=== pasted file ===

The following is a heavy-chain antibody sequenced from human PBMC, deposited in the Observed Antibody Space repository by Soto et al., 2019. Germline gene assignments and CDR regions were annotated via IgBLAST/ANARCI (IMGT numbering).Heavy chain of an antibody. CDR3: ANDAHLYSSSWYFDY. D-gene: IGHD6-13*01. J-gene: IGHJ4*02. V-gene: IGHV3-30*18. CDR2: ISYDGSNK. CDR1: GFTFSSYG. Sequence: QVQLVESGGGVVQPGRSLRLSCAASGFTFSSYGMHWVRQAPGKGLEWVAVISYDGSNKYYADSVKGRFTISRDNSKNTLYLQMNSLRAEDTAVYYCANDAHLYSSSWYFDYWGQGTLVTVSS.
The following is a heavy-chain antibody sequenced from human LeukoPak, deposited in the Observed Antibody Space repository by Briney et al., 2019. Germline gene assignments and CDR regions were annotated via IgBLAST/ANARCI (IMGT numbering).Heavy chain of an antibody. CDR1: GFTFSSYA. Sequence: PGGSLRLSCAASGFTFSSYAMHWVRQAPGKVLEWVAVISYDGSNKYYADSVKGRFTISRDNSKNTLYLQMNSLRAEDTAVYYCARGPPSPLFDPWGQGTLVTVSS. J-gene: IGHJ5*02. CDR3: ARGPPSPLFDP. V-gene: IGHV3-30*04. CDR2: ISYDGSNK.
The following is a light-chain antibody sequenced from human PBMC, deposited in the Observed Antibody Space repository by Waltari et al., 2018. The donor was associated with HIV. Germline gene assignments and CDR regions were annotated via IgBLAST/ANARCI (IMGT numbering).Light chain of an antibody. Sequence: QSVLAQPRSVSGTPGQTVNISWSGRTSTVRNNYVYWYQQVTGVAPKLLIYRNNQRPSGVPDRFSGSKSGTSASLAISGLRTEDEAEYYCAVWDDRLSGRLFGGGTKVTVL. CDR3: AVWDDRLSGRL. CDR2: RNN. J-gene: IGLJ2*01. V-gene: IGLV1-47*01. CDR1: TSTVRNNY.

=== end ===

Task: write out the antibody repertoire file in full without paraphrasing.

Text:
The following is a heavy-chain antibody sequenced from human PBMC, deposited in the Observed Antibody Space repository by Soto et al., 2019. Germline gene assignments and CDR regions were annotated via IgBLAST/ANARCI (IMGT numbering).Heavy chain of an antibody. CDR3: ANDAHLYSSSWYFDY. D-gene: IGHD6-13*01. J-gene: IGHJ4*02. V-gene: IGHV3-30*18. CDR2: ISYDGSNK. CDR1: GFTFSSYG. Sequence: QVQLVESGGGVVQPGRSLRLSCAASGFTFSSYGMHWVRQAPGKGLEWVAVISYDGSNKYYADSVKGRFTISRDNSKNTLYLQMNSLRAEDTAVYYCANDAHLYSSSWYFDYWGQGTLVTVSS.
The following is a heavy-chain antibody sequenced from human LeukoPak, deposited in the Observed Antibody Space repository by Briney et al., 2019. Germline gene assignments and CDR regions were annotated via IgBLAST/ANARCI (IMGT numbering).Heavy chain of an antibody. CDR1: GFTFSSYA. Sequence: PGGSLRLSCAASGFTFSSYAMHWVRQAPGKVLEWVAVISYDGSNKYYADSVKGRFTISRDNSKNTLYLQMNSLRAEDTAVYYCARGPPSPLFDPWGQGTLVTVSS. J-gene: IGHJ5*02. CDR3: ARGPPSPLFDP. V-gene: IGHV3-30*04. CDR2: ISYDGSNK.
The following is a light-chain antibody sequenced from human PBMC, deposited in the Observed Antibody Space repository by Waltari et al., 2018. The donor was associated with HIV. Germline gene assignments and CDR regions were annotated via IgBLAST/ANARCI (IMGT numbering).Light chain of an antibody. Sequence: QSVLAQPRSVSGTPGQTVNISWSGRTSTVRNNYVYWYQQVTGVAPKLLIYRNNQRPSGVPDRFSGSKSGTSASLAISGLRTEDEAEYYCAVWDDRLSGRLFGGGTKVTVL. CDR3: AVWDDRLSGRL. CDR2: RNN. J-gene: IGLJ2*01. V-gene: IGLV1-47*01. CDR1: TSTVRNNY.